Filling in the Gaps about Bayard and Alice Hand

Filling in the Gaps about Bayard and Alice Hand

My request for scans of the letters and other documents in the Alice Whitfield Hand collection at the University of the South has been filled. I have read through the biographical information and the letters for 1858 and 1859. And I now have some answers for some of my questions. Along the way, I have learned a few more things. And, yes, I even have more questions.

My guess about the vessel that Bayard Hand shipped out on for the expedition to Paraguay was indeed correct. He served on the U.S.S. Southern Star. He postmarks a letter to her from almost all the ports they stopped in on the way down – Barbados, Pernambuco, and Rosario. His brother in law C. T. Quintard dropped her a line and kidded Alice about Bayard’s role in the expedition by comparing him to a sailor in a cartoon in Harper’s Weekly, who is shown poking a pistol in the face of the Paraguayan dictator Carlos Antonio Lopez.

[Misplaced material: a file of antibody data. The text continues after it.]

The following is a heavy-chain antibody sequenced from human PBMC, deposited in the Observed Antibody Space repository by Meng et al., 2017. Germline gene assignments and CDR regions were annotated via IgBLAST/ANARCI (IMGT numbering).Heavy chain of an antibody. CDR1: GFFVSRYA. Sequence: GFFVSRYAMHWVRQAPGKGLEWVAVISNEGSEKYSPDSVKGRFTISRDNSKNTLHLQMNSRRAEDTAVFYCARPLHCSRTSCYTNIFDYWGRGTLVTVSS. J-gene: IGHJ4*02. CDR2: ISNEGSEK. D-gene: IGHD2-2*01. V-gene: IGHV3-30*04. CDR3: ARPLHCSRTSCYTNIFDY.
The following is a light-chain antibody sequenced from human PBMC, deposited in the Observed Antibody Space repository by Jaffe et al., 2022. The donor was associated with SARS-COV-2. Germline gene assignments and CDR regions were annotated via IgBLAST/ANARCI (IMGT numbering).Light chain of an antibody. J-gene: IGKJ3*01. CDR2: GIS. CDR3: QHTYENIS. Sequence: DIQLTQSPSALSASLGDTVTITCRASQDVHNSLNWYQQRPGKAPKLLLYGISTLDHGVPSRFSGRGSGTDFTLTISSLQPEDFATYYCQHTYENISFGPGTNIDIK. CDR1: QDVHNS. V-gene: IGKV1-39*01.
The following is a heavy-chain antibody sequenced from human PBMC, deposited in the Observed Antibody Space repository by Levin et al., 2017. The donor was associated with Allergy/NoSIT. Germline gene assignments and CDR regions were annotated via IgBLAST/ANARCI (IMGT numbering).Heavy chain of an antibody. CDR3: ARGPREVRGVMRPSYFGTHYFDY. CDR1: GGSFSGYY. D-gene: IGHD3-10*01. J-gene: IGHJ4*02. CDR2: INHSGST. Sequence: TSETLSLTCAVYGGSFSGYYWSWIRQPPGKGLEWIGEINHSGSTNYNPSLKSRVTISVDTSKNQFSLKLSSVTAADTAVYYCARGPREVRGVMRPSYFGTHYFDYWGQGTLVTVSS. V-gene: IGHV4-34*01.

The biographical information attached to the letters lends support to my surmisal that Bayard and Alice met in Beaufort NC at the time when he was serving with the Coast Survey. Her father had lost his business in Halifax County due to a fire in 1851, and moved the family to Beaufort to build another inn or boarding house. So they were well established there by the time Bayard was back from the Brazil Station, and visiting Beaufort in Coast Survey vessels. Shortly after their wedding in September of 1858, Alice’s father picked up his business and removed back to Halifax County (hence the census entries recorded there for 1860).